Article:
Homegrown: Sowing the seeds for the future

Homegrown: Sowing the seeds for the future

This is part of Restaurant Hospitality’s special coverage of the 2012 Food & Wine classic in Aspen, Colo., June 15-17.

It wasn’t that long ago that the farm-to-table movement was a niche occupied by only young chefs who cared far less about profit than they did about putting spectacular ingredients on the plate. Now, the idea of restaurants with strong connections to farmers and ranchers has become so mainstream, that those who don’t have direct connections to the land may be at a competitive disadvantage. This point and others were discussed by four industry power players at the American Express Restaurant Trade Program in Aspen, Colo., at the Food & Wine Classic.

The panelists were John Besh of New Orleans, Sean Brock of Charleston, Niki Leondakis of San Francisco and Michel Nischan of Connecticut. The panel was moderated by Chicago television personality Steve Dolinsky.

A video of the seminar can be viewed in its entirety at Restaurant Briefing [4].

So why should restaurants grow their own food?

Michel Nischan the chef/owner of The Dressing Room restaurant in Connecticut explained that America’s food culture had gotten so homogenized that we’ve all become too disconnected from the land. Now we want to know where our food comes from and how it was grown. And many people are looking to restaurants to provide that information.

 

John Besh,the chef/owner of several acclaimed New Orleans restaurants, explained that he has his own farm and the food that comes from it instills pride in his staff.  The food they make from that land has soul because of that connection. People can taste your connection to the land, he said.

 

Sean Brock, the executive chef of McCrady’s and Husk in Charleston, expressed the same sentiments. “When a chef sees a carrot plucked from the ground, they peel it slower and they cook it with more care. That connection to the land truly leads to better quality food that people crave.”

And though he has his own 2.5-acre farm, Brock says there are others locally who can simple do it better than he can and they are his partners. He told a story of how his cooks would complain about a guy who provides the restaurants with clams and oysters. He would often deliver late, but the oysters and clams were always in a pristine manner. One day Brock picked up a load of oysters and dropped them on the table and asked his chefs to clean them. By the end, all the cooks had bandages on their hands from cuts. They never complained again, he laughed. Having good partners is good.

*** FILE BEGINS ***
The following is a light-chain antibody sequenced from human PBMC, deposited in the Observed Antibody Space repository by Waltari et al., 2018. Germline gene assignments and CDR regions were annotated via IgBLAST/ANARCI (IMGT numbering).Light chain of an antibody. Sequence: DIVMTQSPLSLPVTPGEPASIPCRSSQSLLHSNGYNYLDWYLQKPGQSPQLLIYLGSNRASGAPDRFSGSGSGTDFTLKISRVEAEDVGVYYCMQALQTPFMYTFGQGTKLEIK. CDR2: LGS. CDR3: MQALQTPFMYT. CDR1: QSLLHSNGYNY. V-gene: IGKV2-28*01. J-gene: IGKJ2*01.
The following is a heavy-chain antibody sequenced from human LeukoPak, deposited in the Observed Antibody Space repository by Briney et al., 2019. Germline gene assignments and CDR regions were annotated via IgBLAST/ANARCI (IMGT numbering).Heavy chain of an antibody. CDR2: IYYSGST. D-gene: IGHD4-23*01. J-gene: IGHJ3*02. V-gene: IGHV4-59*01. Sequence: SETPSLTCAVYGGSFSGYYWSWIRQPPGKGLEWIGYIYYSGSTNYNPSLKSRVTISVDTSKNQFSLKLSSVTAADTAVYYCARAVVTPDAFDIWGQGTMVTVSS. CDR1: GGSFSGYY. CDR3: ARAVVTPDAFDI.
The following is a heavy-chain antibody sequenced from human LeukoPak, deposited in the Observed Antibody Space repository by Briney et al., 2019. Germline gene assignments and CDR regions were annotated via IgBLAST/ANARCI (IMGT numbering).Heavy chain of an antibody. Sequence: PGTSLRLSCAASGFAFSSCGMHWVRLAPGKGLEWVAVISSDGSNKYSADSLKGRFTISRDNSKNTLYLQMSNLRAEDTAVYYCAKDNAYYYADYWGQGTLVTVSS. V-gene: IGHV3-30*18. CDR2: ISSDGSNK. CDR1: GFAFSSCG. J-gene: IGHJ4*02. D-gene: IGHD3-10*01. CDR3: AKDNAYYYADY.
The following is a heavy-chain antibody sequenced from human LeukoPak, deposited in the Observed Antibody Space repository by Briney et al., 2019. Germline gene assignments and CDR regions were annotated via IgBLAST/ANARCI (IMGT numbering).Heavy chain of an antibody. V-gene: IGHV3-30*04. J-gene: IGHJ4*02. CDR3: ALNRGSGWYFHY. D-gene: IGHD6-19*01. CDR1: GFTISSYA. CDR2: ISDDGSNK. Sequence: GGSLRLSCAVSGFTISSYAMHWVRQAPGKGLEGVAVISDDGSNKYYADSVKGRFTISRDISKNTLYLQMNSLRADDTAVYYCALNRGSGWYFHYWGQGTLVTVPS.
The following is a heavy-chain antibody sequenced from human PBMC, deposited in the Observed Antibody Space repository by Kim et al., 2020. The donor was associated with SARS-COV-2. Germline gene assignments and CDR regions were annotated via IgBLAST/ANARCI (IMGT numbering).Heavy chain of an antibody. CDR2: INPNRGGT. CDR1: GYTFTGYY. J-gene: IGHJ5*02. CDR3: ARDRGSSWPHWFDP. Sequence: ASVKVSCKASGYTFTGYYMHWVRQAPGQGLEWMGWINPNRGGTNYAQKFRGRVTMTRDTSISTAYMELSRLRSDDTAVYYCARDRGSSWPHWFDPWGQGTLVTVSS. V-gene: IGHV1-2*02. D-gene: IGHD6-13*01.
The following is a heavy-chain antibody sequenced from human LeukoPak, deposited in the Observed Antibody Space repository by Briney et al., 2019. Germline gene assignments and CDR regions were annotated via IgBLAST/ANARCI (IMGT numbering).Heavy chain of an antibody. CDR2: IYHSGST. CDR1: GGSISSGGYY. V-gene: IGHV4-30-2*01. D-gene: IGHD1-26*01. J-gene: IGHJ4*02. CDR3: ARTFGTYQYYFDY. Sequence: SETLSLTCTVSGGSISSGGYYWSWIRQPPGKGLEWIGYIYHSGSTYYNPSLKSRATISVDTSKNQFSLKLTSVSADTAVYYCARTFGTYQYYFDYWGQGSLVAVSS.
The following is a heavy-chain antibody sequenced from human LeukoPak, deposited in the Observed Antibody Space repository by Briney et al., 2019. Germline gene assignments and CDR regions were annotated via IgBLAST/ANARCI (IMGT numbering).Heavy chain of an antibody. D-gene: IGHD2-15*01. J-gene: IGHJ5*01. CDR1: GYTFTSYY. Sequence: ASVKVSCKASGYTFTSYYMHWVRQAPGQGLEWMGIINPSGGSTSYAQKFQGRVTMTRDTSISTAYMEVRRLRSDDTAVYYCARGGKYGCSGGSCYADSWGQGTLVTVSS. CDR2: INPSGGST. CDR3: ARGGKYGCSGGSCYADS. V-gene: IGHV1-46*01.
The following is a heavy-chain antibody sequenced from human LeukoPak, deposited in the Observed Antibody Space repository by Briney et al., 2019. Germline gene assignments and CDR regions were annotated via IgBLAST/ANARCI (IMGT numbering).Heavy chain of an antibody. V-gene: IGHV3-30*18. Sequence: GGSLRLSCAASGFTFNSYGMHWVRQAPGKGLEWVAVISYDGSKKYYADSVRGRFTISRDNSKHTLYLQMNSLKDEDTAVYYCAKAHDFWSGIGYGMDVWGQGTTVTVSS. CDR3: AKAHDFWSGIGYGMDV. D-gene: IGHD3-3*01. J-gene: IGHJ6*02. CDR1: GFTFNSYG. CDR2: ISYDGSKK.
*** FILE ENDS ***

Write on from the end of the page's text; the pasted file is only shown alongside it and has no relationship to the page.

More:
Niki Leondakis is president and chief operating officer of Kimpton Hotels & Restaurants, which has 54 boutique hotels and chef-driven restaurants throughout the United States. She explained that many of the Kimpton restaurants have rooftop or patio gardens that provide vegetables and herbs. “When servers are passionate about the products they serve, it affects the top line.” Their excitement makes customers excited.

Just because a restaurant is located in a cold climate doesn’t mean they shouldn’t be buying locally, explained Nischan. “There is nothing wrong with being without things. Having the need for a tomato on a burger 365 days a year is ridiculous.”

Brock, who grows a number of heirloom crops and studies 19th-century Southern cookbooks, said so many crops end up on the compost heap at the end of the season when they should, instead, be canned and preserved. “Then you can have great products all year long.”

How do restaurants best promote their connections to farmers and producers?

In the ’90s, menu descriptions were a paragraph long, which was silly, says Besh. “You don’t want to be too precious.”

Brock agreed, saying his menu merely describes a few ingredients for each dish. But along the side of his menus is a long list of farms and the products they supply. “If someone is interested, all the information is there.”

Should chefs be concerned that by embracing the so-called farm-to-table movement they’re merely exploiting a trend?

“Don’t worry about it,” said Brock. “It’s the right thing to do.”

Farm-to-table is not a fad; it’s here to stay, said Leondakis. Paying attention to the environment is a good thing for everyone.

“As chefs and restaurateurs we’ve been given a platform to raise awareness and educate,” added Brock. One shouldn’t be afraid to use their restaurants and menus to show people a better way to cook and eat.

A version of this article [5] [6]appears at Restaurant-Hospitality.com sister site NRN.com.